ROFR works for us because we live just about 15 minutes away and we get along pretty well (at least on the big things that impact our son, even if he sometimes makes me go .
But if it was less amicable, I could see it being just disastrous.
One big problem I could see would be one partner sabotaging the other parent -- like, if they knew their ex had a date, they could say they would provide childcare and then flake out at the last second.
post #24 of 37
i dont agree wth it at all. i dont feel the courts need to get involved in this area. if the parents can agree to it, thats fine. in the fall dx will be having me watch ds2 3 days a week during his 2 weeks because he's going back to school. now while im gad to have him that just means seeing my ex more and potenially more drama. its esp annoying that hes not the least bit appreciative about the free childcare hes getting. he wanted to do some complicated custody arrangment but i told him i still wanted my 2weeks which he's very angry about because now i'll have ds2 more than him rather than being grateul he deosnt have to pay $300 a month for child care
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post #25 of 37
I am also jumping in from blended family.

Quote:
Originally Posted by Ceinwen View Post
I don't know a single couple where (whether SAH or WOH parent) the father is an equal parent in terms of child care, booking and going to appointments, etc.
My DH is without question an equal parent, both with the children he and I have together as well as with his DD from a previous relationship. He has 50/50 custody, has done the majority of all doctor, dental, and hair appointments, he took her to her preschool screening, researched elementary schools, and enrolls her in most of her extracurricular activities. So although many women do the majority of the parenting, it is not always true. I do not believe that a man should have to "prove" that he can be a responsible father when women are just assumed to be responsible mothers.

Quote:
Originally Posted by greenemami View Post
FWIW (jumping in from blended family) my understanding of ROFR is not that the other parent can just pick the child up from anothe caregiver whenever they want, but that the parent in custody of the child at the time they need alternate care must offer that time to the other parent. So, the CP would have to offer the NCP the time the child would otherwise be at daycare, and the NCP would either accept or decline. Once they decline, I wouldn't think they could just randomly pick up the child without the CPs consent.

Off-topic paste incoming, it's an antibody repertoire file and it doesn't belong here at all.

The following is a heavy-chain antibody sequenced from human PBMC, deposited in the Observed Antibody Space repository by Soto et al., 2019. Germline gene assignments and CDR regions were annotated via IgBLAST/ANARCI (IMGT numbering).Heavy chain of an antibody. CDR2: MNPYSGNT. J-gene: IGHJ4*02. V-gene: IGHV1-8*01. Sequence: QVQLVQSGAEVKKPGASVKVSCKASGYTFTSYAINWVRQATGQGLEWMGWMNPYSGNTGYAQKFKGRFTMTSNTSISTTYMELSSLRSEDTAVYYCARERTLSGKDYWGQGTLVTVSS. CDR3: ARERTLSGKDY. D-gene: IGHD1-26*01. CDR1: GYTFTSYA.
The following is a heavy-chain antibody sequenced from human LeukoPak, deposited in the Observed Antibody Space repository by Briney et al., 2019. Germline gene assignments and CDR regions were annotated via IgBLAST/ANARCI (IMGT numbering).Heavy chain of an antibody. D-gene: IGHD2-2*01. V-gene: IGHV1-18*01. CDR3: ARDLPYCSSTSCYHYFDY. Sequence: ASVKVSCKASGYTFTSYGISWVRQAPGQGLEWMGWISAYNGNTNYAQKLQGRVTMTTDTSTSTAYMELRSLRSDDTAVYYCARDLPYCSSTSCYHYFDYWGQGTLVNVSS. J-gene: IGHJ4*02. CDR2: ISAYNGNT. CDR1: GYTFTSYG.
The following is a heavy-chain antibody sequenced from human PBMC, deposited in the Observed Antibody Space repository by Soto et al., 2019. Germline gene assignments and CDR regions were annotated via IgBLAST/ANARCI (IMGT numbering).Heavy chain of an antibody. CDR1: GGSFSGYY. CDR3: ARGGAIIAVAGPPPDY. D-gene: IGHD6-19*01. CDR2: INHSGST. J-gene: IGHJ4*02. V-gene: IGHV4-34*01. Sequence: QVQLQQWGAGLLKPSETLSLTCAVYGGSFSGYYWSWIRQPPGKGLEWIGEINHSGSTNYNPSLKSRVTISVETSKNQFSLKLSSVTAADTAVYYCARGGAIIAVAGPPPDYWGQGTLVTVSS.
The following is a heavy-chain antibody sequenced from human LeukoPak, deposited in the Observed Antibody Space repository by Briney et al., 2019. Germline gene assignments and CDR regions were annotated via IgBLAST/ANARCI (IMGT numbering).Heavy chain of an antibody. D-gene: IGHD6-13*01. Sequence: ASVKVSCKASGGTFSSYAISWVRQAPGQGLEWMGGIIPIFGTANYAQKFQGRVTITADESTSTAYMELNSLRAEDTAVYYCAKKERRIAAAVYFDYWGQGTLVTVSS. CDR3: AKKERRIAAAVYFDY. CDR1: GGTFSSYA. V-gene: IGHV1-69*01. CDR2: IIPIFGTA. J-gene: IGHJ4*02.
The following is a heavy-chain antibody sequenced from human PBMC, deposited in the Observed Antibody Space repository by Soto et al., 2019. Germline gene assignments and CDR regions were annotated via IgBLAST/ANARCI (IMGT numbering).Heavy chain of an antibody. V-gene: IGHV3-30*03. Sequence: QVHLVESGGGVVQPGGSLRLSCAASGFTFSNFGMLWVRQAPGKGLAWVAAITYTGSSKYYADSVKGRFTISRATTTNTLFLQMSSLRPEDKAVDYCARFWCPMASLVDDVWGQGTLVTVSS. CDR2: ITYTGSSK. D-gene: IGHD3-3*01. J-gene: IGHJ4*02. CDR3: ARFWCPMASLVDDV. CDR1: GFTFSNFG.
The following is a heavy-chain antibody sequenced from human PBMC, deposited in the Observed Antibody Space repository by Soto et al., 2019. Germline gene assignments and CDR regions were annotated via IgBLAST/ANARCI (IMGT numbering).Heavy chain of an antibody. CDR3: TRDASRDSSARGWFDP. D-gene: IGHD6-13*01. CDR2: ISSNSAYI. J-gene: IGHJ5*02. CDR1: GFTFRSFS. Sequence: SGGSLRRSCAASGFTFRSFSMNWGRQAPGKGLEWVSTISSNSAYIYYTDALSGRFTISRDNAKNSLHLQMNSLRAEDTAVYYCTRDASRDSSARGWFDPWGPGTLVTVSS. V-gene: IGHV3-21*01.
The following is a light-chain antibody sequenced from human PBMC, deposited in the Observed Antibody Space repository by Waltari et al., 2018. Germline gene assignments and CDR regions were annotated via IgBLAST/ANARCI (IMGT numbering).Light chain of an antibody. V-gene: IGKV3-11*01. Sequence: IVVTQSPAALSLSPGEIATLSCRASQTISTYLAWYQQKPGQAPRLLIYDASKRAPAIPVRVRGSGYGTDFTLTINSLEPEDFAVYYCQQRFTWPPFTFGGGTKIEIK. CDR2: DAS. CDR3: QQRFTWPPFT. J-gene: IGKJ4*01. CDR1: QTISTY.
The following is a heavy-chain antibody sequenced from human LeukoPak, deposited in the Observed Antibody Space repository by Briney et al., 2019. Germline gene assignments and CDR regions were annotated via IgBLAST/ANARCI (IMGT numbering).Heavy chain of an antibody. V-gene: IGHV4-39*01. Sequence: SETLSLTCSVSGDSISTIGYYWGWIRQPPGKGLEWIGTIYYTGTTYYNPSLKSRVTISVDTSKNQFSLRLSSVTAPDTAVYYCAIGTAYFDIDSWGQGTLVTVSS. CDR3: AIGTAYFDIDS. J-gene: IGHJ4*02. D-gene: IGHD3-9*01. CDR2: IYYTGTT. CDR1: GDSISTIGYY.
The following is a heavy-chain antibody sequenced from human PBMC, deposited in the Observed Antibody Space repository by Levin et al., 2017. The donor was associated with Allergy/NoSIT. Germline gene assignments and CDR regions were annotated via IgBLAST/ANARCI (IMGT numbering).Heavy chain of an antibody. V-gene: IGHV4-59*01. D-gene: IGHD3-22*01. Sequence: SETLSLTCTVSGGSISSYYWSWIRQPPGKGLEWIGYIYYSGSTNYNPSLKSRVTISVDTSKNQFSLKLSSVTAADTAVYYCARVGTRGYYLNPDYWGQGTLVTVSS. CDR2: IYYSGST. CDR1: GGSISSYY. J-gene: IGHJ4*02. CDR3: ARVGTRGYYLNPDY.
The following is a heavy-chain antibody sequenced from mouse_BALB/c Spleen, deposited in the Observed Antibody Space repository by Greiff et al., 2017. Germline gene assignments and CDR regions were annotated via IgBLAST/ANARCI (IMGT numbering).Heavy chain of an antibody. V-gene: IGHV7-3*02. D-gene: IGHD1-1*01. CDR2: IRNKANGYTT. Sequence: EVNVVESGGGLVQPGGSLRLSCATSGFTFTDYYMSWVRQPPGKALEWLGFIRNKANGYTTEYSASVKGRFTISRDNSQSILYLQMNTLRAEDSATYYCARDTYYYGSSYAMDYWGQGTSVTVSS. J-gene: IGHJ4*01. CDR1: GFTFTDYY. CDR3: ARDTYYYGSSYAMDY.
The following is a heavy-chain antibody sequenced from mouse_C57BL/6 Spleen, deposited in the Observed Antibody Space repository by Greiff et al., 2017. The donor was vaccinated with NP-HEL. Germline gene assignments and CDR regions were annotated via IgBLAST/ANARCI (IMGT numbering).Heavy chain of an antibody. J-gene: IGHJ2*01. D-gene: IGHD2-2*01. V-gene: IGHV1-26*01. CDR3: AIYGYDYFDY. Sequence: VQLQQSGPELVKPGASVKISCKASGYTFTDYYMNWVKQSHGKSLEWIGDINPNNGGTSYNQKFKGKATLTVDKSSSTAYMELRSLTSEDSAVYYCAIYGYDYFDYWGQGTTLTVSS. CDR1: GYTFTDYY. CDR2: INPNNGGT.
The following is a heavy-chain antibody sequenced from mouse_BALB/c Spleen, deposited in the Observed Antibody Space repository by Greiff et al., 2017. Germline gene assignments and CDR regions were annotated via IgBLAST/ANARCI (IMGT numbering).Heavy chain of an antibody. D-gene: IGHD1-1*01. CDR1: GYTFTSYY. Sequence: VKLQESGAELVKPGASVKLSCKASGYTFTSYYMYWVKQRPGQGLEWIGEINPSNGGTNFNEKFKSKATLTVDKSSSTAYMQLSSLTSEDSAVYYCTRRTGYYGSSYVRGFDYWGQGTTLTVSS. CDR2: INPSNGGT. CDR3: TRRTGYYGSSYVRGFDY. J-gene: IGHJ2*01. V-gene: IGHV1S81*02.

This was my understanding, too. When DH was drafting his parenting agreement with DSD's mom, his lawyer advised leaving the ROFR out even though he was annoyed that DSD's mom often left DSD with her man du jour. The lawyer told him that it would make it a PITA for me (stepmom of quite a few years now) to pick DSD up at school if DH was getting off work an hour later than school ended, or for me to stay with her while he ran to the store, etc. She said that in her experience, ROFR caused more problems than it solved.
post #26 of 37
Quote:
Originally Posted by Ceinwen View Post
To address this point - I realize that there are some different scenarios - but women generally expect to be the CP - because the majority of the time (even in a married couple - they are the primary caregiver.

I don't know a single couple where (whether SAH or WOH parent) the father is an equal parent in terms of child care, booking and going to appointments, etc.

I work in an emergency dept. and can count on one hand the number of times a father has brought in an ill child - it's always the mother.